WRAL, 'Ellen', '60 Minutes' Take Coveted Peabody Awards
Posted April 1, 1998 6:00 a.m. EST
RALEIGH — WRAL-TV5 has won the prestigious Peabody Award for broadcast and cable excellence for its October, 1997 5 Investigates report, "Military Medical Malpractice". The coming-out ``Puppy Episode'' of the ABC series ``Ellen'' earned also earned a Peabody, as did CBS' "60 Minutes".
The awards, administered by the University of Georgia's Henry W. Grady College of Journalism and Mass Communications, were announced Thursday.
Among the 34 awards chosen from more than 1,300 entries were honors to the CBS News programs ``Sunday Morning'' and ``60 Minutes'' for ongoing excellence.
WRAL's Peabody is the second major award bestowed upon the five-part series by Investigative Reporter Stuart Watson and Chief Photographer Richard Adkins.
The recently canceled ABC series ``Nothing Sacred'' was cited by Peabody judges as providing ``an honest portrayal of the complexity of faith in the modern era.'' NBC's ``Homicide: Life on the Street'' received its third Peabody in five years.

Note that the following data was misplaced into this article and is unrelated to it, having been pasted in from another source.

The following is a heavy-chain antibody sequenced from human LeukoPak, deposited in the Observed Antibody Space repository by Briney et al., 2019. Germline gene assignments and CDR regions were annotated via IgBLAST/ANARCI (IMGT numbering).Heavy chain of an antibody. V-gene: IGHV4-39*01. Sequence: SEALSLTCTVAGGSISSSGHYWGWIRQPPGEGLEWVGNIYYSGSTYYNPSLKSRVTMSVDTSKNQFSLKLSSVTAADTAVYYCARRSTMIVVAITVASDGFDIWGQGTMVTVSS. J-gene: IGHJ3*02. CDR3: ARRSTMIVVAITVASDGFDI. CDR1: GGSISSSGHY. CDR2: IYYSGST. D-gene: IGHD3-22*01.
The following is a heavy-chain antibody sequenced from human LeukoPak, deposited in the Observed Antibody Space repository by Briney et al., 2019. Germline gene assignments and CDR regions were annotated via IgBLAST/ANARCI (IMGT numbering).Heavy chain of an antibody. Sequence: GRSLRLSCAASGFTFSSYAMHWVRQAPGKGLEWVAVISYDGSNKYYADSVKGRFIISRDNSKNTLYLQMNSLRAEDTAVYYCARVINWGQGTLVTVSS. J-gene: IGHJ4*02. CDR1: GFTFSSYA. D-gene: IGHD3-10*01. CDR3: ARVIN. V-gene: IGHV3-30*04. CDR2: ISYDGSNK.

Turner Broadcasting System founder Ted Turner and Chicago newswoman Carol Marin were given personal Peabody awards. The judges called Turner a ``titanic figure in modern electronic communication. Ms. Marin, who quit her job to protest the hiring of talk show host Jerry Springer as a commentator, was cited for her ``personal commitment to ethics and integrity in local broadcast journalism.''
WGBH-TV in Boston received three awards: for the Masterpiece Theatre production of ``The Tenant of Wildfell Hall,'' for ``The American Experience: The Presidents Series'' and ``The American Experience: Troublesome Creek - a Midwestern.''
The British Broadcasting Corp. was honored for its participation in ``The Tenant of Wildfell Hall'' and for what the judges called a ``surprisingly new and informative expose'' on the Third Reich, ``The Nazis: A Warning from History.''
WRAL's report led to changes that brought military medical practitioners in line with national standards.
Judging is done by a 15-member board that includes TV critics, broadcast and cable industry executives and experts in culture and the arts.